Both ESLint and Prettier have extensions respectly for VsCode. Just installing them quickly. ESLint extension will help you hightlight the warnings and errors that not matching the rules it gives. With eslint cli (install by yarn or npm), you could fix them all.

> eslint . --fix

While Prettier gives a group of rules, with a very limited number, to format your code. You could configure it in settings of VsCode, or touch a rc file .prettierrc.js to override the rules. Also, Prettier has cli to run formating by command-line. The extension for Prettier will help you format code in GUI.

EditorConfig’s rules are prior to that being from VsCode settings. You’d better let Prettier and EditorConfig be harmonious. For instance below.

in .editorconfig

[*]
end_of_line = lf
tab_width = 2
indent_style = space

in .prettierrc.js

{
  useTabs: true,
  tabWidth: 4,
  endOfLine: "lf"
}

Where useTabs : true means prettier prefers tabs to space. But look at the .editorconfig, it has indent_style = space. This is NOT harmonious! Fix it.

Prettier can fix your code according to the rules of ESLint

You’ve known that Prettier just has less than 20 rules for you to format or prettify your dirty code. However ESLint has a big number of rules. How does Prettier use them to fix your code? For this, you need two packages first.

yarn add --dev eslint-config-prettier eslint-plugin-prettier

Where eslint-config-prettier is a config that disables rules that conflict with Prettier. And eslint-plugin-prettier is a plugin that adds a rule that formats content using Prettier.

And in .eslintrc

{
  "extends": ["plugin:prettier/recommended"],
  "plugins": ["prettier", "@typescript-eslint"],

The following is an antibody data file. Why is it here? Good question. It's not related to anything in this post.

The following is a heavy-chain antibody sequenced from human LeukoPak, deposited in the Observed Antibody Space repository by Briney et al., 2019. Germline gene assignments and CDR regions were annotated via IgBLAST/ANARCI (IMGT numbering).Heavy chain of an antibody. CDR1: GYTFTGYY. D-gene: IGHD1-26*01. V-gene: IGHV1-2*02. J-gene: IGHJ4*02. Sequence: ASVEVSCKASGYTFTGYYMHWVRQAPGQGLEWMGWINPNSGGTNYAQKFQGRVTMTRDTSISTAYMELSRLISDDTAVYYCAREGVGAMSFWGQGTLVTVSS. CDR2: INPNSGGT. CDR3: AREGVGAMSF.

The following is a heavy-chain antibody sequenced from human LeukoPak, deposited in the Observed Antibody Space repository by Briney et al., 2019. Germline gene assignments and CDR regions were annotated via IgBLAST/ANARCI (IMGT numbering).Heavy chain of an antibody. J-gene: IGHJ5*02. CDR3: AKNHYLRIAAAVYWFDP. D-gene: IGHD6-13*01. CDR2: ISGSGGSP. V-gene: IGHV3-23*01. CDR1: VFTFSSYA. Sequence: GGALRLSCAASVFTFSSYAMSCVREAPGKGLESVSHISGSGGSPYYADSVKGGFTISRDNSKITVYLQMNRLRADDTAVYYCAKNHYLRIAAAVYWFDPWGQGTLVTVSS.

"rules": {
    "prettier/prettier": "error"
  }
}

That "prettier/prettier" is a rule. If your code violates what Prettier ordered, VsCode will red it by ESLint extension.

Now you could use Prettier to format your code instead of WHAT VsCode provides.

ESLint can lint TypeScript today

This may sound incredible for you! It’s TRUE! In 2019. The team of TypeScript publish a package named typescript-eslint. Just reference to The future of TypeScript on ESLint

So let’s install the required packages:

yarn add --dev @typescript-eslint/eslint-plugin @typescript-eslint/parser

And in .eslintrc (it’s additional)

{
  "parser": "@typescript-eslint/parser",
  // eslint-config-prettier is a config that disables rules that conflict with Prettier. Add it to your
  "extends": [
    "plugin:@typescript-eslint/recommended",
    "prettier/@typescript-eslint",
    "plugin:prettier/recommended",
  ],
}

Prettier vs. Linters

Linters have two categories of rules:

Formatting rules: eg: max-len, no-mixed-spaces-and-tabs, keyword-spacing, comma-style

Prettier alleviates the need for this whole category of rules! Prettier is going to reprint the entire program from scratch in a consistent way, so it’s not possible for the programmer to make a mistake there anymore :)

Code-quality rules: eg no-unused-vars, no-extra-bind, no-implicit-globals, prefer-promise-reject-errors

Prettier does nothing to help with those kind of rules. They are also the most important ones provided by linters as they are likely to catch real bugs with your code!

Here is the repository on github:

lint everything


ESLint Prettier Typescript